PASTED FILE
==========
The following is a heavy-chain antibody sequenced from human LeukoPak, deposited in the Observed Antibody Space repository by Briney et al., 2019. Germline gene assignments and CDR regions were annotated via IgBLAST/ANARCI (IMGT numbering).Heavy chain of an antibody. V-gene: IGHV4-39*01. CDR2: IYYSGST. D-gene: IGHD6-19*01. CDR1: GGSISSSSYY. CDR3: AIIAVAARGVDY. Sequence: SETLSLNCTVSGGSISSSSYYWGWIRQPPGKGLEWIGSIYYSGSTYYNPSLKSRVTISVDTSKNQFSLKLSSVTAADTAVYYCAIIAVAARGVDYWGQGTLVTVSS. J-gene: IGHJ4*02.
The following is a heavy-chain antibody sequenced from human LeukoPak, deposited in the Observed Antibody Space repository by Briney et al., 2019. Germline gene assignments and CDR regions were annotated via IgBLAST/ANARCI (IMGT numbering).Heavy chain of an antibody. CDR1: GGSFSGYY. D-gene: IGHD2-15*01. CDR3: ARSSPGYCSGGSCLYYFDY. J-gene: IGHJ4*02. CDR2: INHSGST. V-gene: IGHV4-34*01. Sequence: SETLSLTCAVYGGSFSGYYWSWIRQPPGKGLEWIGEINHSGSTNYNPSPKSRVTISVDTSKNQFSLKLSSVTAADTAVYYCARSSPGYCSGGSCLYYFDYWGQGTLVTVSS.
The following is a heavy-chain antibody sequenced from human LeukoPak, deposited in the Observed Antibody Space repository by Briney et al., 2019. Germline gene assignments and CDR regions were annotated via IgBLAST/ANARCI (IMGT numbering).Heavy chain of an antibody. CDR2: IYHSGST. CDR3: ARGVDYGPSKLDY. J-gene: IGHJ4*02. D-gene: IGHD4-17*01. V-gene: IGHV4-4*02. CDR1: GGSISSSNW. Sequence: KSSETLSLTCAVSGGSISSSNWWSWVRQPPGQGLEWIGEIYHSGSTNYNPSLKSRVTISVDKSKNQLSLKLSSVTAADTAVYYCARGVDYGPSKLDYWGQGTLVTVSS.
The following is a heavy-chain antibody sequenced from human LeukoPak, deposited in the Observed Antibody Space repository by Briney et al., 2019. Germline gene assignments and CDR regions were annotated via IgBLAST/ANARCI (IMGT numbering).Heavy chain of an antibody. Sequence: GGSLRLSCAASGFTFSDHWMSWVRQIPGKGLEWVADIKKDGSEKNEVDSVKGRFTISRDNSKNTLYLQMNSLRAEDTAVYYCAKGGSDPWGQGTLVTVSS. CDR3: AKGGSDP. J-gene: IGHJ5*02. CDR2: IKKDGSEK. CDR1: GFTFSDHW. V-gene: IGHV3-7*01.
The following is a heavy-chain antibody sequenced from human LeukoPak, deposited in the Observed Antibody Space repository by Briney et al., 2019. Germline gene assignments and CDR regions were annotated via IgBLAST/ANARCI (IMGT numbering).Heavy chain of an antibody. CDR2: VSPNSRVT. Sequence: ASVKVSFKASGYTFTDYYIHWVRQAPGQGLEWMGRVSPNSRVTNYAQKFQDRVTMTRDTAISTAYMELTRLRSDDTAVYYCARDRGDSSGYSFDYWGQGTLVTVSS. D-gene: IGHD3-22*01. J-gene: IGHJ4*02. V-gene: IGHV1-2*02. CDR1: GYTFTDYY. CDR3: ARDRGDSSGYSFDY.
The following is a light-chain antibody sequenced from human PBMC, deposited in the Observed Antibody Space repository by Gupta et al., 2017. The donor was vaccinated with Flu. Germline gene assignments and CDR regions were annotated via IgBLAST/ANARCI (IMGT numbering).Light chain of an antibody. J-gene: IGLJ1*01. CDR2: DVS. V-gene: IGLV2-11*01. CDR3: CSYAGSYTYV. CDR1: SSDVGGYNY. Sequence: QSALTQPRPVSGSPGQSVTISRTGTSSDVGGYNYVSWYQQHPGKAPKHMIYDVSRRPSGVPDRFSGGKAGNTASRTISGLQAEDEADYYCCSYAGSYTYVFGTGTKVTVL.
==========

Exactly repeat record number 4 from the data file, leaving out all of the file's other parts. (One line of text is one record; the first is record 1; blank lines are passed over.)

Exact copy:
The following is a heavy-chain antibody sequenced from human LeukoPak, deposited in the Observed Antibody Space repository by Briney et al., 2019. Germline gene assignments and CDR regions were annotated via IgBLAST/ANARCI (IMGT numbering).Heavy chain of an antibody. Sequence: GGSLRLSCAASGFTFSDHWMSWVRQIPGKGLEWVADIKKDGSEKNEVDSVKGRFTISRDNSKNTLYLQMNSLRAEDTAVYYCAKGGSDPWGQGTLVTVSS. CDR3: AKGGSDP. J-gene: IGHJ5*02. CDR2: IKKDGSEK. CDR1: GFTFSDHW. V-gene: IGHV3-7*01.